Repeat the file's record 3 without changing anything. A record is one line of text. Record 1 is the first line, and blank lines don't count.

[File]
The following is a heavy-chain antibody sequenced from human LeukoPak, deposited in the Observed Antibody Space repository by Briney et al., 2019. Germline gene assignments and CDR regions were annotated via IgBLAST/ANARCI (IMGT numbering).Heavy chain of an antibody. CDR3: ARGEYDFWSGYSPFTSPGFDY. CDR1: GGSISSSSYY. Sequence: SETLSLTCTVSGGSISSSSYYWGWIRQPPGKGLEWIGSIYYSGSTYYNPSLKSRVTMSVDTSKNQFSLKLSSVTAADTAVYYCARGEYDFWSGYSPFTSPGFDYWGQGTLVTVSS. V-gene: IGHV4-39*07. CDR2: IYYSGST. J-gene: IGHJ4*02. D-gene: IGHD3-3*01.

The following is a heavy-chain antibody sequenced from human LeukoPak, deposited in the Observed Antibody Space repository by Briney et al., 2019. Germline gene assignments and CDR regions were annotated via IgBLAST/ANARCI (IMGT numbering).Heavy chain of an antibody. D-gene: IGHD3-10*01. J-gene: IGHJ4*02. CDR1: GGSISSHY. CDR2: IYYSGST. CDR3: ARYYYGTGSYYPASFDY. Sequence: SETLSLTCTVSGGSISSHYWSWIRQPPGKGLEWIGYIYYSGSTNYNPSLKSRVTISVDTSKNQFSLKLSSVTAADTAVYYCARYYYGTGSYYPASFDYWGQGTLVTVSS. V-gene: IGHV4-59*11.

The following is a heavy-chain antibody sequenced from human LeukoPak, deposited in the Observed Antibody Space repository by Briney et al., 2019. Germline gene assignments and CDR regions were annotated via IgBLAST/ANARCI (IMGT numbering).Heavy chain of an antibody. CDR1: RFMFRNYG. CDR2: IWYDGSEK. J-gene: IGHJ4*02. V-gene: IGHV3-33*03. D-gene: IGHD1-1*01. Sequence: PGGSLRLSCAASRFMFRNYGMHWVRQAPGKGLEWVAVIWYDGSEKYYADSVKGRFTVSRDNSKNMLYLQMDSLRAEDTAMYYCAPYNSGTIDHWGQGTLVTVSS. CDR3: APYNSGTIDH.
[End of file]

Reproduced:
The following is a heavy-chain antibody sequenced from human LeukoPak, deposited in the Observed Antibody Space repository by Briney et al., 2019. Germline gene assignments and CDR regions were annotated via IgBLAST/ANARCI (IMGT numbering).Heavy chain of an antibody. CDR1: RFMFRNYG. CDR2: IWYDGSEK. J-gene: IGHJ4*02. V-gene: IGHV3-33*03. D-gene: IGHD1-1*01. Sequence: PGGSLRLSCAASRFMFRNYGMHWVRQAPGKGLEWVAVIWYDGSEKYYADSVKGRFTVSRDNSKNMLYLQMDSLRAEDTAMYYCAPYNSGTIDHWGQGTLVTVSS. CDR3: APYNSGTIDH.